Porgy and Bess

A folk opera by George Gershwin, DuBosePorgy and Bess at Court Theatre

and Dorothy Heyward, and Ira Gershwin

Directed by Charles Newell

Music and New Orchestrations by Doug Peck

At Court Theatre, Chicago

Brilliance of Gershwin’s score in terrific hands with Newell, Peck and a great cast with their re-imagined Porgy and Bess

I anticipated an amazing re-invented production Porgy and Bess based on Charles Newell and Doug Peck’s  previous outstanding work with the Caroline , or Change and Carousel at Court Theatre in the last few years.  I was not disappointed. In fact – I was blown away by the production. It was captivating, emotional and heartfelt. Their Porgy and Bess is part folk opera, part musical theatre and part ethnic folk tale.

Porgy and Bess at Court Theatre

It features George Gershwin’s magnum opus with stirring score that includes innovative synthesis of European orchestral techniques with American jazz and folk music idioms with elements of gospel and Jewish religious music.  The 1935 American folk opera has a controversial history and was ahead of its time yet George Gershwin’s score was never scorned. Based on DuBose Heyward’s novel, Porgy, the Gershwins and the Heywards spent time in the island based Gullah community off the coast of South Carolina researching the Gullah dialect – the sense of community including their African influences and superstitions. The result is a complex storytelling fueled by the rich Gershwin score that necessitates a superb cast of actor-singers.   That is exactly what Newell and Peck has achieved in their fabulous production of Porgy and Bess.

Porgy and Bess at Court Theatre

Utilizing the fresh new orchestrations by Doug Peck at the top of his creative art, we hear only six musicians deftly land Gershwin’s score complete with a powerful sound that complements nicely with the strong vocals by the cast. Numbers such as “Summertime,” “Bess, You Is My Woman Now” and “I Loves You, Porgy” standout. Harriet Nzinga Plump (Clara) and Bethany Thomas (Serena) sing their hearts out while Alexis J. Rogers, as Bess soars with her classical sound voice that easily complements the empathetic Todd M. Kryger as Porgy. Add the strong cruelty of James Earl Jones II’s Crown and the slimy appeal of Sean Blake’s Sporting Life and Porgy and Bess‘ world from Catfish Row and the islands  comes to life in designer John Culbert’s pure white diamond set centered on the open stage at Court Theatre.  When the shutters are down, we see the praise house where the Gullah worship and hide from the hurricane. We also experience the rituals, ‘ring shouts,’ and the spiritual oriented death songs and the fears foreshadowed by the sighting of a buzzard.

Porgy and Bess at Court Theatre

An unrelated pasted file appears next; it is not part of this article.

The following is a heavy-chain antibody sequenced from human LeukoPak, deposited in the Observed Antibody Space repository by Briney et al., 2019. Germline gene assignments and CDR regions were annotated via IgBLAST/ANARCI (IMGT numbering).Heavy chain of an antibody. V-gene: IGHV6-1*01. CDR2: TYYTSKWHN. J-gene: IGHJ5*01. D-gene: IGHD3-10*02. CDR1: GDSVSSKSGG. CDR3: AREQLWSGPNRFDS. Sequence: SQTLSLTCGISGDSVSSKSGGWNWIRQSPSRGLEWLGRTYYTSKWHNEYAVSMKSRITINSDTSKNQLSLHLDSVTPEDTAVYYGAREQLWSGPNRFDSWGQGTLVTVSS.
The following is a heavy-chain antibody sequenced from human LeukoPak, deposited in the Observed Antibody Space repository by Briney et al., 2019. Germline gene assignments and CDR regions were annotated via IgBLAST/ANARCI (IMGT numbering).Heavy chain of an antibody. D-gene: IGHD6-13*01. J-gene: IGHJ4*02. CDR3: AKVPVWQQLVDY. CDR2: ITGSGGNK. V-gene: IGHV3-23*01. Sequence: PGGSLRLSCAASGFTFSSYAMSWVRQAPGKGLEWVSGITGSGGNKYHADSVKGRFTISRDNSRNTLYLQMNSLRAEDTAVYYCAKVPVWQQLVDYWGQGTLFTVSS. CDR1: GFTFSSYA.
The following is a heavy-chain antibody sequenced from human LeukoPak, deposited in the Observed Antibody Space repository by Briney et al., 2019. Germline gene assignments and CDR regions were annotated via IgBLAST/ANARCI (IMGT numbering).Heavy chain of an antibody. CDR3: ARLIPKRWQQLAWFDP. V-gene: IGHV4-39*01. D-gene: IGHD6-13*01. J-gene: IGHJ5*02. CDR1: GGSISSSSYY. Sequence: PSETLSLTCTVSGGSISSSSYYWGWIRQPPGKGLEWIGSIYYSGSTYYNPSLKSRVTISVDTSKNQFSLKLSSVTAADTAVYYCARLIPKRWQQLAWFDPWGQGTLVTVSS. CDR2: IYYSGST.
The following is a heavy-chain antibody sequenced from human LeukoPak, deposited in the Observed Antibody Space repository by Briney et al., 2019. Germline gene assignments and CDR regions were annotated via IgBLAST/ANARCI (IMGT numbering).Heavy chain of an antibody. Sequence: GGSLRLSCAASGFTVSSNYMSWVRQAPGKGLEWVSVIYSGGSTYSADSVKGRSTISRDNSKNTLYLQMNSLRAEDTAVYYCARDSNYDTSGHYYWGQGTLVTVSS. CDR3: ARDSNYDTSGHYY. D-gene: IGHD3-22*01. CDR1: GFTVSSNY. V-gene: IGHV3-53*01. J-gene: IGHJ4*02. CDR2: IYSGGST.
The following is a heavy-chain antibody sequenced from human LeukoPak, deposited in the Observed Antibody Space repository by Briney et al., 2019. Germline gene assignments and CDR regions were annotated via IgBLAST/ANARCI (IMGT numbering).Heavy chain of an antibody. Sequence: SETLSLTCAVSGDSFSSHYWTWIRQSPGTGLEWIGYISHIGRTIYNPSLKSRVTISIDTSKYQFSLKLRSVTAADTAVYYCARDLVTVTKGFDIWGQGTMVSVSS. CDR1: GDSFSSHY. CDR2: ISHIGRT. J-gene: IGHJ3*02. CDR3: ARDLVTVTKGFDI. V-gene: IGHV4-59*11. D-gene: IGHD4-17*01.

Porgy and Bess tells the story of Porgy, a disabled black beggar living in the slums of Charleston, South Carolina. It deals with his attempts to rescue Bess  – a beautiful but weak prostitute from the clutches of Crown, her violent and possessive lover, and Sportin’ Life, the drug dealer. This production trims the story without cutting its essence. The key characters and the community are vividly depicted.The story is told mostly through singing. The vocals are rich in emotions and truthfully tell the tragic story of the Gullah’s folks. The intimacy of Court Theatre brings home the terrific voices especially from Bethany Thomas, Alexis J. Rogers and Todd M. Kryger. The entire cast demonstrates their vocal acumen.  Gershwin’s score is in good hands here.   The clarity of  the Newell-Peck production gives our understanding of the angst and pain of the Gullah community a new richness. We feel Porgy’s pain and Bess weakness. We also appreciate the strength of the Gullah community. After seeing several strong productions of Porgy and Bess (including the amazing Lyric Opera of Chicago production) , I must state that this truthful Court Theatre production is a masterpiece of art. It has the best of opera with the strengths of musical theatre.  Come to Court Theatre to discover a wonderful production of Porgy and Bess.  Stephen Sondheim stated: “There is Porgy and Bess, and then all the rest!” Kudos to Newell and Peck for mounting one of the finest theatrical experiences I’ve witnessed ever!

Highly Recommended

Tom Williams

Talk Theatre in Chicago podcast

Date Reviewed: may 21, 2001

Jeff Recommended

For more info checkout  the Porgy and Bess page on www.theatreinchicago.com

At Court Theatre, 5535 S. Ellie Ave.,Chicago, IL, call 773-753-4472, www.courttheatre.org, Wednesdays & Thursdays at 7:30 pm,  Fridays at 8 pm, Saturdays at 3 & 8 pm, Sundays at 2:30 & 7:30 pm, running time is 2 hours, 20 minutes with intermission, through July 3, 2011